Peer review has the potential to bring us to heights of unparallelled ecstasy or plunge us into deep despairing gloom, to give us unabashed self-confidence in our intellectual brilliance or leave us in profound self-doubt that we will ever (or ever again as the case may be) produce anything worthy of publication—and sometimes these reactions are near simultaneous. I am exaggerating (a bit) to make my point that responding to peer review can be tricky!

While peer reviews for conference papers and panels usually provide only minimal, if any, process for response, scholarly manuscripts, whether for articles or books, involve more substantial opportunities. General editors at a scholarly journal or an academic press first assess submissions internally. If they decide to move forward for external review, they look for external peer reviewers with a demonstrated expertise in the general subject area of the submission; the expertise can range from a substantial body of publications to single, timely publications that specifically address the manuscript’s subject matter. Thus, peer reviewers come from different stages of professional achievement.

Scholarly journals have a double-blind process for external peer review whereby both authors and peer reviewers remain anonymous. For book manuscripts submitted to academic presses, the peer reviewers remain anonymous to the author, but the author’s identity is known to the reviewers.

The journal or press sets the criteria for assessment based on such factors as originality, contribution to the field, and presentation, among others. The peer reviewers are usually asked to recommend one of three or four possibilities for publication: accept as is with minor revisions; accept on the condition that certain revisions are implemented; reject but invite resubmission of revised manuscript (carries no guarantee of acceptance); or reject outright.

Peer-reviewed journals and presses usually send out submissions to a minimum of two external peer reviewers, sometimes more. This is where the tricky part starts. If several reviewers identify a similar weakness, the revision path is clear—the problem needs to be addressed and suggestions implemented. But things are not always so straightforward. Sometimes, the peer reviews differ substantially. One reviewer might recommend publication without reservation, specifically praising the parts that another reviewer insists must be cut before the work reaches publication standards.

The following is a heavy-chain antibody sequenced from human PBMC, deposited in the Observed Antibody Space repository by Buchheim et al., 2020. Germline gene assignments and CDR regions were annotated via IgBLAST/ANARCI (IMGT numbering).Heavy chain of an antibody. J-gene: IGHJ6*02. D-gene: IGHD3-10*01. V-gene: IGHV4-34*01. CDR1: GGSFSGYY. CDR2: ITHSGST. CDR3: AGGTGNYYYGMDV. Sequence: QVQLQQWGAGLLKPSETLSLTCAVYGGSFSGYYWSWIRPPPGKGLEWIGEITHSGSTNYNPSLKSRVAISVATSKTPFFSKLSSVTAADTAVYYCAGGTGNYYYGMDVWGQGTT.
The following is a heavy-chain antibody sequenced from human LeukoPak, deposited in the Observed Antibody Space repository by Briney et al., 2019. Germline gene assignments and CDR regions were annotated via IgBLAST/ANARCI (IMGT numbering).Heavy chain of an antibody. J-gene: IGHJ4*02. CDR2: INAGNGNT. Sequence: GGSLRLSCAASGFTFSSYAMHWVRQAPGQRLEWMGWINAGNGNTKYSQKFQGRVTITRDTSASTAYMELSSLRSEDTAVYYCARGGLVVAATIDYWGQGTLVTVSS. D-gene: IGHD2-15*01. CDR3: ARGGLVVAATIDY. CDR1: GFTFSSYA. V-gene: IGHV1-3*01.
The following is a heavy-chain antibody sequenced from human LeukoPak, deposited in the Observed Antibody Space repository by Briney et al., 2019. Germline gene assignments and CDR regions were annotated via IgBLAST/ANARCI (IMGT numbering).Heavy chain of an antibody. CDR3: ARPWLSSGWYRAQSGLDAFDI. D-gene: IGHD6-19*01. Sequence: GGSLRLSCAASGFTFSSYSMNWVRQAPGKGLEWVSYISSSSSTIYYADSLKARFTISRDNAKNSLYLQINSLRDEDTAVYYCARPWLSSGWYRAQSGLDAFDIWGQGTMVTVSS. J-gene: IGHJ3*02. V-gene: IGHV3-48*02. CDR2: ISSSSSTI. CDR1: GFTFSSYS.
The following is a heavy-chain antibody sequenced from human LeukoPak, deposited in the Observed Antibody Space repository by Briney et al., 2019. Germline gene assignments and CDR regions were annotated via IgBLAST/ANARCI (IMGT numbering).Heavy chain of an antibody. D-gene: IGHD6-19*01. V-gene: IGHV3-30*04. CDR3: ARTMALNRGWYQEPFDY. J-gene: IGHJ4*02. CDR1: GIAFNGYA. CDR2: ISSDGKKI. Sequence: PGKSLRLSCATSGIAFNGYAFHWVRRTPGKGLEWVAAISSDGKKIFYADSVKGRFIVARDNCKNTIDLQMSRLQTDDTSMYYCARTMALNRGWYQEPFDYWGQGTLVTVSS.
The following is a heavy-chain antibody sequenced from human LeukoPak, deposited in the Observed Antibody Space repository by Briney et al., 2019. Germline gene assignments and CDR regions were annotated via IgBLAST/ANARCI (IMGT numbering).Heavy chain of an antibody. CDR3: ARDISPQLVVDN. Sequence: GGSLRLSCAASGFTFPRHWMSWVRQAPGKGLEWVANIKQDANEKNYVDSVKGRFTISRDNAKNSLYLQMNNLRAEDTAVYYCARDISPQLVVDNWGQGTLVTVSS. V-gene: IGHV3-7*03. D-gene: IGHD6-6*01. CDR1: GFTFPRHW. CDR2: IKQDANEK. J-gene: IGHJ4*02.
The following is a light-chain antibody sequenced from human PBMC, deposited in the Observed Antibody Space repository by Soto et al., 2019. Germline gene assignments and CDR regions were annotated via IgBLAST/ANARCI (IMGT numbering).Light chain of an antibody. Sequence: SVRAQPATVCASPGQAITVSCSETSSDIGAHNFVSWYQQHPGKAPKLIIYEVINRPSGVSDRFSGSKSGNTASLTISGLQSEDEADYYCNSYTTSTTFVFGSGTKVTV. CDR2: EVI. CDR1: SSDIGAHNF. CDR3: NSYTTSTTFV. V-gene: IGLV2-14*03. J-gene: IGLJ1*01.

Intellectual work involves deep, personal investment and commitment—of our time, effort, and psyche. These factors influence our initial reactions—both positive and negative. It is important to establish perspective by stepping back briefly (especially from the self-pitying pleasures of the misunderstood) to consider, thoughtfully and carefully, what can be gained from the reviewers’ criticism. Often what seems crystal clear and persuasive to us who are close to the subject may be less so for someone who is coming to our thinking anew. Consider how to address the critiques—both large and small. Editing minor points gives us a sense of moving forward which helps in tackling the larger concerns. Question what can be done to make the analysis more persuasive. Consider the ways in which the reviewers’ concerns and suggestions might strengthen the interpretation. Try not to dismiss even the most brusque critiques but rather work with them. If the reviewer seems to have misunderstood the argument, or parts thereof, consider how the manuscript can be revised to ensure more strongly that the reviewer “gets it.”

After a careful consideration, however, don’t hesitate to disagree with the assessment on specific points that are unconvincing or even perhaps relate only tangentially to the work’s central focus. Reviewers, too, are sometimes too fully immersed in their own interests (one of the pitfalls of expertise) and may fail to appreciate fully what is different, new, and exciting.

The invitation to revise and resubmit requires a written response. For articles, this can be a fairly brief (and often times even optional) summary stating what revisions have been implemented in response to the reviewers’ comments and submitted along with the revised work.

For book-length manuscripts, the response is submitted to the Press’s editor and passed on to the reviewer in advance of the resubmission and indicates what revisions are going to be undertaken. A positive tone is important. Being asked to peer review carries distinction, but it is time-consuming, and compensation is limited to modest honorariums or complimentary books. An expression of appreciation for the reviewers’ insights provides a welcome, professional note. The written response should show that the author is taking the critique seriously by providing some specific details concerning the ways in which the reviewers’ responses are being addressed.

It is best to focus on what is being done, what changes in response to the critiques are being implemented, and keep acknowledgements of disagreements with the critiques to a minimum. Don’t hesitate to place one reviewer’s negative commentary in the context of another reviewer’s positive one: for example, “While Reader A1 feels that the treatment of Montgomery’s illnesses is limited, Reader A2 comments on the depth and care that the work brings to an understanding of Montgomery’s health issues.”

Finally, keep in mind that peer review, however frustrating it may be at times, brings distinction to academic work and ultimately helps to fulfill its potential. The recognition and recommendation of peers are a source of true gratification, especially when accompanied by the knowledge that with the reviewers’ help, we have fully earned it.

Submitted by Rita Bode, Trent University

Next (May 24, 31): “Proposing and Co-Editing a Journal Collection,” by Lesley Clement

Banner image of PEI waves. Anne Victoria Photography, 2018